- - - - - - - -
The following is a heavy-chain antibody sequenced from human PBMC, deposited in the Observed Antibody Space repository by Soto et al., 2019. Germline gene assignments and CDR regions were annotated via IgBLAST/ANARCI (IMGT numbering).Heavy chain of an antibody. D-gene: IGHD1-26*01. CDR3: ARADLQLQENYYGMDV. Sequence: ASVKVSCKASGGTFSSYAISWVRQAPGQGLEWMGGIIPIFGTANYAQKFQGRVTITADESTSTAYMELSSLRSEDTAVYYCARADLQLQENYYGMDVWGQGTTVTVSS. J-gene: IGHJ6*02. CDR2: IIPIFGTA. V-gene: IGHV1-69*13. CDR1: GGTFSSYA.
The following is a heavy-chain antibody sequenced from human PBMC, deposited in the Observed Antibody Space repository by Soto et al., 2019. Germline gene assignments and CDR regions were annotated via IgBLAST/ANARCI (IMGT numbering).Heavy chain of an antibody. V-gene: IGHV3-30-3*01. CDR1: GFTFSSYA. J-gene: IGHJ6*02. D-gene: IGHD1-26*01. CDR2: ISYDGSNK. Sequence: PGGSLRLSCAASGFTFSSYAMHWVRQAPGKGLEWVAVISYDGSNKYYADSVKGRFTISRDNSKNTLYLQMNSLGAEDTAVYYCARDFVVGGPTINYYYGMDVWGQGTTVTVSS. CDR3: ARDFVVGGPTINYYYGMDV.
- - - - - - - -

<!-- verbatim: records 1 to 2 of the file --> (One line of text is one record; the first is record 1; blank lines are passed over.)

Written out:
The following is a heavy-chain antibody sequenced from human PBMC, deposited in the Observed Antibody Space repository by Soto et al., 2019. Germline gene assignments and CDR regions were annotated via IgBLAST/ANARCI (IMGT numbering).Heavy chain of an antibody. D-gene: IGHD1-26*01. CDR3: ARADLQLQENYYGMDV. Sequence: ASVKVSCKASGGTFSSYAISWVRQAPGQGLEWMGGIIPIFGTANYAQKFQGRVTITADESTSTAYMELSSLRSEDTAVYYCARADLQLQENYYGMDVWGQGTTVTVSS. J-gene: IGHJ6*02. CDR2: IIPIFGTA. V-gene: IGHV1-69*13. CDR1: GGTFSSYA.
The following is a heavy-chain antibody sequenced from human PBMC, deposited in the Observed Antibody Space repository by Soto et al., 2019. Germline gene assignments and CDR regions were annotated via IgBLAST/ANARCI (IMGT numbering).Heavy chain of an antibody. V-gene: IGHV3-30-3*01. CDR1: GFTFSSYA. J-gene: IGHJ6*02. D-gene: IGHD1-26*01. CDR2: ISYDGSNK. Sequence: PGGSLRLSCAASGFTFSSYAMHWVRQAPGKGLEWVAVISYDGSNKYYADSVKGRFTISRDNSKNTLYLQMNSLGAEDTAVYYCARDFVVGGPTINYYYGMDVWGQGTTVTVSS. CDR3: ARDFVVGGPTINYYYGMDV.